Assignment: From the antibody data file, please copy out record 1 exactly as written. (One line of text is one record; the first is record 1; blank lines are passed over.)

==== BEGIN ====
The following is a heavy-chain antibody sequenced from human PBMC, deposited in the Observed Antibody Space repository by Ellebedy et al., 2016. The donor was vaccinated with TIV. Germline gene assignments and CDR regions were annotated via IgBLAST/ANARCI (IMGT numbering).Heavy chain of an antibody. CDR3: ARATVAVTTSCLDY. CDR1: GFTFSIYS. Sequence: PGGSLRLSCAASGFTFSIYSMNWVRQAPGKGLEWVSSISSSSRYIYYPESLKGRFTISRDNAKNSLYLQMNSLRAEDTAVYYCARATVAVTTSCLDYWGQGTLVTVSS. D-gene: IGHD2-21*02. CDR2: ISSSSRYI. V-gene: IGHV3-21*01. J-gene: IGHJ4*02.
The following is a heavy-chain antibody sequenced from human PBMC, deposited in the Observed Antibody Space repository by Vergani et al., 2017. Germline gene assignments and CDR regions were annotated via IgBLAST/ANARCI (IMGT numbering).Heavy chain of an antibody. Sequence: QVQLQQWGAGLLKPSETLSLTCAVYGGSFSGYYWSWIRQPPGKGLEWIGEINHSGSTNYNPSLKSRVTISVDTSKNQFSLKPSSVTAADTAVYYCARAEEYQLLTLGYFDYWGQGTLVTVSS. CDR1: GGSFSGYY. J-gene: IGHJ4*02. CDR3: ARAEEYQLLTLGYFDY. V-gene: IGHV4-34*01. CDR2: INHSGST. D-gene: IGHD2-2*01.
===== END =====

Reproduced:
The following is a heavy-chain antibody sequenced from human PBMC, deposited in the Observed Antibody Space repository by Ellebedy et al., 2016. The donor was vaccinated with TIV. Germline gene assignments and CDR regions were annotated via IgBLAST/ANARCI (IMGT numbering).Heavy chain of an antibody. CDR3: ARATVAVTTSCLDY. CDR1: GFTFSIYS. Sequence: PGGSLRLSCAASGFTFSIYSMNWVRQAPGKGLEWVSSISSSSRYIYYPESLKGRFTISRDNAKNSLYLQMNSLRAEDTAVYYCARATVAVTTSCLDYWGQGTLVTVSS. D-gene: IGHD2-21*02. CDR2: ISSSSRYI. V-gene: IGHV3-21*01. J-gene: IGHJ4*02.